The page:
Ali Omar Ermes' painting "Al-Khaa Al-Ashhab" is a powerful and striking interpretation of the Arabic letter khaa, evoking a sense of swiftness and speed through its elegant brushstrokes. The monochrome palette, a play on the name Ash-hab, meaning greyness, adds depth and complexity to the work.
Incorporated into the painting are lines from a poem by the tenth-century prince and warrior Abi Faris Al-Hamadani. This poem adds another layer of meaning to the artwork, describing Al-Hamadani's willingness to overcome pain and disappointment, and his commitment to remaining positive during hardship. It also touches on the importance of treating others with nobility and respect.
This 152cm x 122cm masterpiece, painted with acrylic on paper and mounted on canvas in 1998, is now in the collection of a private collector. It serves as a reminder of the resilience and strength that can be found within us, and the importance of treating others with kindness and compassion. Some of Al-Hamadani's other poems also explore similar themes, such as "The Knight in the Panther's Skin," in which he writes, "I will not be saddened by the world's woes, / I will not be grieved by the world's misfortunes, / I will not be terrified by the world's horrors." These words speak to Al-Hamadani's unwavering resolve and positive attitude in the face of hardship.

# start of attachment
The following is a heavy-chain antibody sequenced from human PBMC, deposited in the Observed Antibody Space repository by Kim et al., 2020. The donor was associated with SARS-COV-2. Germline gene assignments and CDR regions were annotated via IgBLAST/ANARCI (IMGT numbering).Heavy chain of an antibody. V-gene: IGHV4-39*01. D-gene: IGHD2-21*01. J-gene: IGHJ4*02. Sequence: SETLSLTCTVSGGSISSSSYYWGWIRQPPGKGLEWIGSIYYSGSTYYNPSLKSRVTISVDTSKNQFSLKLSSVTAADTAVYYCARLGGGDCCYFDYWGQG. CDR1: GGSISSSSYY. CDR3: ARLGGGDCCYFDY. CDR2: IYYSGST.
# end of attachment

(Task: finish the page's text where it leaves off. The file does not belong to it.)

This breathtaking piece by Ali Omar Ermes showcases the versatility and depth of the Arabic language through the use of a single stroke technique. Through this technique, Ermes is able to convey a range of emotions and expressions that range from the simplest and most direct to the most complex and nuanced.